Directed by Mahamat-Saleh Haroun
2010, Chad/Belgium/France, 103 mins.
Early on in Mahamat-Saleh Haroun’s powerful A Screaming Man, we see a confrontation between a father and a son. Adam, the father, is scolding his son, Abdel, because he didn’t wear white to work. They both work at the hotel pool in N’Djamena, Chad, and when we reach the end of the film, that scene suddenly takes on a new and tragic meaning. Haroun’s film works so well because, despite being a somewhat political film, it isn’t a message movie. It isn’t trying to bring attention to the ongoing conflict in Chad, it is just trying to tell a story.
The film, which won the Jury Prize at this year’s Cannes, centers around Adam, an aging swimming champion who works at a western hotel in Chad. He runs the pool but times are tough and the hotel has started to fire people because they can no longer afford to keep them. Adam soon losses his job as the manager of the pool but is allowed to keep on working as a security guard, a job he loathes. He also doesn’t have enough money to support the Chad government, as he is broke.
What happens next will not be revealed, but it packs quite a punch. We realize that Adam loves his job more than his son and because of that, he never really got to know him. Even more so, he has cut himself off from everyone else around him, silently building up his rage.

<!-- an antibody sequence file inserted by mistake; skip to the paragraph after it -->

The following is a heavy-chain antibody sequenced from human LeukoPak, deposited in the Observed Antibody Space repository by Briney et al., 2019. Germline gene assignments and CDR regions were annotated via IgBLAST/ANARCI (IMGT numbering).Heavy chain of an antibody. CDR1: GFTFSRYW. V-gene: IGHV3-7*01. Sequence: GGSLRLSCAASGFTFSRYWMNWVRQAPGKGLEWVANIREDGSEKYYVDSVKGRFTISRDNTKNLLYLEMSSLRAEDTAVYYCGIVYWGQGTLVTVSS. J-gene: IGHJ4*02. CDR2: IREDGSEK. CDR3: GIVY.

The lead performance by Youssouf Djaoro is simply remarkable. He is a very quiet man who doesn’t have much to say and because of that we rely on Djaoro’s facial expressions to carry the day. Haroun’s direction is unusually restrained here compared to other stories of this nature. He knows that he has a powerful script and very good actors, and he lets them do the heavy lifting. It might sound like a backhanded compliment, but it is not. A more heavy-handed approach would have been far less effective.
Jean-Luc Godard once said that “in order to criticize a movie, you have to make another movie.” This seems to be Haroun’s critique of In A Better World, to make a better movie. This is the movie that Bier’s movie should have been – it’s profoundly personal and unmanipulative.